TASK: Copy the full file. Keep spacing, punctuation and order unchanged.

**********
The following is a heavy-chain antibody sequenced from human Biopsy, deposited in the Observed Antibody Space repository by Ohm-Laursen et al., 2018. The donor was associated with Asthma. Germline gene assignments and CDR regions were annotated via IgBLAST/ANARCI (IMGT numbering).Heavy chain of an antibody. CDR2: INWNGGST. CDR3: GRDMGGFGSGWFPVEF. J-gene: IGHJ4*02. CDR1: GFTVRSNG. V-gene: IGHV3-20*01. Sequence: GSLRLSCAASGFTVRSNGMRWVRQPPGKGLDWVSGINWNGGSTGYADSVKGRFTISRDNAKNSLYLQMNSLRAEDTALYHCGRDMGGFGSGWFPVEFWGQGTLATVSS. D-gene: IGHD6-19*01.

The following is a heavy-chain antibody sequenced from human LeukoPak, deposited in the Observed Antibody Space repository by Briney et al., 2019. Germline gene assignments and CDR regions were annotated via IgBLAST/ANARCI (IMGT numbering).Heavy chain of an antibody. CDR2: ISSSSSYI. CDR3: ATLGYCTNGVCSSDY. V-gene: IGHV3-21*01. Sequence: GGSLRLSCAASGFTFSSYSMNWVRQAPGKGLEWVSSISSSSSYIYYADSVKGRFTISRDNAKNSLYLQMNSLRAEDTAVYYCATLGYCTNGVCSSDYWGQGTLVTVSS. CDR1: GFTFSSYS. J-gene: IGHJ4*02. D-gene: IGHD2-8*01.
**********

The following is a heavy-chain antibody sequenced from human Biopsy, deposited in the Observed Antibody Space repository by Ohm-Laursen et al., 2018. The donor was associated with Asthma. Germline gene assignments and CDR regions were annotated via IgBLAST/ANARCI (IMGT numbering).Heavy chain of an antibody. CDR2: INWNGGST. CDR3: GRDMGGFGSGWFPVEF. J-gene: IGHJ4*02. CDR1: GFTVRSNG. V-gene: IGHV3-20*01. Sequence: GSLRLSCAASGFTVRSNGMRWVRQPPGKGLDWVSGINWNGGSTGYADSVKGRFTISRDNAKNSLYLQMNSLRAEDTALYHCGRDMGGFGSGWFPVEFWGQGTLATVSS. D-gene: IGHD6-19*01.

The following is a heavy-chain antibody sequenced from human LeukoPak, deposited in the Observed Antibody Space repository by Briney et al., 2019. Germline gene assignments and CDR regions were annotated via IgBLAST/ANARCI (IMGT numbering).Heavy chain of an antibody. CDR2: ISSSSSYI. CDR3: ATLGYCTNGVCSSDY. V-gene: IGHV3-21*01. Sequence: GGSLRLSCAASGFTFSSYSMNWVRQAPGKGLEWVSSISSSSSYIYYADSVKGRFTISRDNAKNSLYLQMNSLRAEDTAVYYCATLGYCTNGVCSSDYWGQGTLVTVSS. CDR1: GFTFSSYS. J-gene: IGHJ4*02. D-gene: IGHD2-8*01.